US Antibiotics Awareness Week exists to help raise awareness about proper antibiotic use and how we as a community can help combat antibiotic resistance.
November 18 to 24th marks the celebration of US Antibiotics Awareness Week. Recognized by the CDC, the USDA, the HHS, and the White House, US Antibiotics Awareness Week exists to help raise awareness about proper antibiotic use and how we as a community can help combat antibiotic resistance. According to the CDC, approximately 35,000 people died in 2019 as the result of about 2.8 million antimicrobial-resistant infections. With some education and sound advice, you can help make a difference throughout this week.
What are Antibiotics?
Antibiotics were made with the intention of fighting bacterial infections in both people and animals. Usually, antibiotics can be prescribed in two main forms: orally and topically. Antibiotics are able to fight bacterial infections given that their main function is to make it harder for bacteria to multiply. In doing so, the bacterial infection can be treated. Antibiotic resistance can arise when antibiotics are taken when not needed. There are no benefits to doing so and instead, they can have side effects that leave you worse off than if you sought proper treatment from your doctor.
What can I do to make a difference?
1. Ask your doctor for treatment options when you’re sick
If you’re feeling sick and you’re unsure about what could be causing it, schedule an appointment with your doctor to diagnose your symptoms and provide the best possible treatment for you. If you have the common cold or the flu for example, your doctor can prescribe the best course of action to help you recover from those viral infections. If your doctor concludes that you are fighting a bacterial infection, then they can help guide you to the right antibiotic treatment to suit your case.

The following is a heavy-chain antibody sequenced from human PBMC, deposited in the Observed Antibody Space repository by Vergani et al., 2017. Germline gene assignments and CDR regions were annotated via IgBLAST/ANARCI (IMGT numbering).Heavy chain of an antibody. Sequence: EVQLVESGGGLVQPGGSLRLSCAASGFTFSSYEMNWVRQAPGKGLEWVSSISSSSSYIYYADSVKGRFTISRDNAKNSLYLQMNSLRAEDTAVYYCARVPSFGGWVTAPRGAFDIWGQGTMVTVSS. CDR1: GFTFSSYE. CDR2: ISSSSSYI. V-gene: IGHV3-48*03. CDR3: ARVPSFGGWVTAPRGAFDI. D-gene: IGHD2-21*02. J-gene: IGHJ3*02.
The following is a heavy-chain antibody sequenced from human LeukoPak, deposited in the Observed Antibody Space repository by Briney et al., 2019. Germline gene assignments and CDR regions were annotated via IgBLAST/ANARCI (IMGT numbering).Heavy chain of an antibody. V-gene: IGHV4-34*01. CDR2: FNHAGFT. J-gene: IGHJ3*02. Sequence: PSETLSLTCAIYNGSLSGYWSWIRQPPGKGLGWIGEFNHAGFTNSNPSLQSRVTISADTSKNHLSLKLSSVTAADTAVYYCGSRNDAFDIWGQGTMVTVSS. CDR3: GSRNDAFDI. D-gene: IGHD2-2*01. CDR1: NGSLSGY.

2. Follow proper instructions when prescribed antibiotics
When prescribed antibiotics, ensure that you are following the instructions given with the medication so that it can be the most effective. Some antibiotics need to be taken multiple times a day while others not so much. Some may have specific conditions you have to follow when taking them so that they can work properly. Improper antibiotic use can leave you feeling worse off so make sure to read the rules and stick to them while prescribed treatment.
3. Dispose of unused medications responsibly
After you have successfully completed treatment with antibiotics, it is important that you dispose of the medication the right way. Worst case scenario, the antibiotics end up in the wrong hands and are used for the wrong reasons. Following treatment, you should not keep leftover antibiotics or give them away to someone else. Most medications come with special instructions to ensure safe and reliable disposal, so be aware of that. If not, inquire with the location you received the medication from to see if there are any special guidelines you need to follow.
Following these steps can help make all the difference this week. To learn more, visit our other posts!